Of the four Michigan State players from Flint -- Cleaves, Smith, Morris Peterson and Charlie Bell -- only Bell does not brandish a Flint tattoo on his shoulder. All but Peterson start, and he's the team's leading scorer. So renowned is this group that Michigan State's pep band plays the "Flintstones" theme song at games.

Izzo says that Flint influence has rubbed off on the Spartans and made them tougher mentally and physically.

"The guys from Flint have really helped us," he said. "A lot was made about Flint, Mich., but if you come out of there, you do have to be tough. I think they've made our team tougher."

The toughness was self-evident in the Midwest Regional in St. Louis, where Michigan State overcame a 3-for-14 shooting night by Cleaves to beat Oklahoma, then wiped out a 13-point deficit to beat Kentucky.

Having ousted the bluebloods from Kentucky, the Spartans now take on Duke's royalty. Cleaves, for one, does not appear to be in awe.

"We're not going to let anyone tell us what we can't do," he said. "We're there, we're going to try to win it all."

Cleaves, averaging 11.7 points and 7.1 assists this season, was only 2 years old when Michigan State won its last title with Johnson and Greg Kelser and Jay Vincent. The Spartans had to beat Lamar, LSU, Notre Dame, Penn and Indiana State -- with Larry Bird -- to claim the championship as a No. 2 seed in a 40-team field.

It turns out Johnson had a hand, at least indirectly, in helping steer the Spartans to St. Petersburg this year, too. When Cleaves' game bogged down early in the season, Johnson paid a January visit to East Lansing to offer some advice. Boiled down, Johnson's message was to lighten up and have fun playing the game.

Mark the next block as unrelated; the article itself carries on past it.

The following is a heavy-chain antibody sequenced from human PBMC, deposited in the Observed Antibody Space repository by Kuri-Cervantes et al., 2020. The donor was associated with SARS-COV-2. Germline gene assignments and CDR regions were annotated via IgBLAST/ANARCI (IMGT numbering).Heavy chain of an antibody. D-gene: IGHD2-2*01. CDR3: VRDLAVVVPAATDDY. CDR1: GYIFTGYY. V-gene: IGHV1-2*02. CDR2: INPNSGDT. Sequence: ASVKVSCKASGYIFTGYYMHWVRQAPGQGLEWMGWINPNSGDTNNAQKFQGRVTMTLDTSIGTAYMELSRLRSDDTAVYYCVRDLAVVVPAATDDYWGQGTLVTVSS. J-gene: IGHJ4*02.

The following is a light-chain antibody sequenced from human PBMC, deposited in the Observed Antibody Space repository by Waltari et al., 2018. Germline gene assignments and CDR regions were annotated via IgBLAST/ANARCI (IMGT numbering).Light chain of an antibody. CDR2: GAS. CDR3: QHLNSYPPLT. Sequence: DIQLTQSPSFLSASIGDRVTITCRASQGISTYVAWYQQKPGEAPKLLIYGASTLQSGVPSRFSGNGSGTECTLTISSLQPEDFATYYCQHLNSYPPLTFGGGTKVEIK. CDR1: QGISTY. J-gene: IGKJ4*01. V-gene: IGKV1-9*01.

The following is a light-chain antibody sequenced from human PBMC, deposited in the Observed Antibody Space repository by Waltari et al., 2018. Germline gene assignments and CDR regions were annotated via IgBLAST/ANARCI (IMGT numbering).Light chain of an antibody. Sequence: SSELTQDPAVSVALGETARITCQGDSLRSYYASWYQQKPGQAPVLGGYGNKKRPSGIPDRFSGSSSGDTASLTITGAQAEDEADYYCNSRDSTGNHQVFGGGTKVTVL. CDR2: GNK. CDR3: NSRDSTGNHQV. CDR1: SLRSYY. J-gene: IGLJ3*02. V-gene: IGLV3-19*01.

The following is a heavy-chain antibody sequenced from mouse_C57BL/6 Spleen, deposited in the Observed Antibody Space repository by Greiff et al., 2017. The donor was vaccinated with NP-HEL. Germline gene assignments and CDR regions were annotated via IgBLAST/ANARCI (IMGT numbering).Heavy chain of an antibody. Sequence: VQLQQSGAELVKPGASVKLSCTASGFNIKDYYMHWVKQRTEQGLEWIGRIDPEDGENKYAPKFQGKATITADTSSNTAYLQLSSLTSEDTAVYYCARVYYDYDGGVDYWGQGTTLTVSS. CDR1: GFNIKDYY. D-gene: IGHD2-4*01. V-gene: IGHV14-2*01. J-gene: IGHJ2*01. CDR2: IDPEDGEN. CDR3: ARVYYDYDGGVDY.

"At the beginning of the year, there were a lot of expectations on me," said Cleaves, a junior who could turn pro next season. "I kind of stopped having fun playing basketball. I was thinking I had to have a perfect game.

"I got to the point where I'd get mad at myself for missing shots or turning the ball over every once in a while. I was thinking too much out there. It wasn't fun."

Whether it was Johnson's advice, or the fact that Cleaves spent hours in the gym over Christmas break honing his game, his season turned around. The Spartans haven't lost since the night he spoke with Johnson -- a span of 22 games.

Despite shooting only 41 percent, Cleaves not only was named an All-American, but also the Player of the Year in the Big Ten for the second straight season. He deflects criticism of his game as easily as he breaks the press.

"I don't get caught up in what people say," Cleaves, 21, said. "A lot of people are never satisfied. You can block all that out by winning. They can say what they want about me, but all they can say is, 'He keeps winning.' That's what I want to be known for."

Michigan State at a glance

Founded: 1855

Location: East Lansing, Mich.

Nickname: Spartans

School colors: Green, white

Enrollment: 34,089 undergraduates

Famous alumni: Former Los Angeles Lakers star Magic Johnson; co-discoverer of Pfiesteria Jo Ann Burkholder; UNESCO's Adnan Badran; supermarket chain owner Don Marsh

Tuition and fees: $4,930

Academic ranking: U.S. News & World Report's "America's Best Colleges 1999 Annual Guide" ranked Michigan State in the second tier of national universities, joining universities such as North Carolina State and Auburn. Its academic reputation score is 3.5 out of a possible 5.0.

Party lines: Michigan State is not ranked among the party schools according to Princeton Review's 1999 edition of "The Best 311 Colleges." It ranked No. 5 as a school where "professors suck all life from materials."

Last trip to Final Four: 1979

NCAA basketball title: 1 (1979)

Pub Date: 3/25/99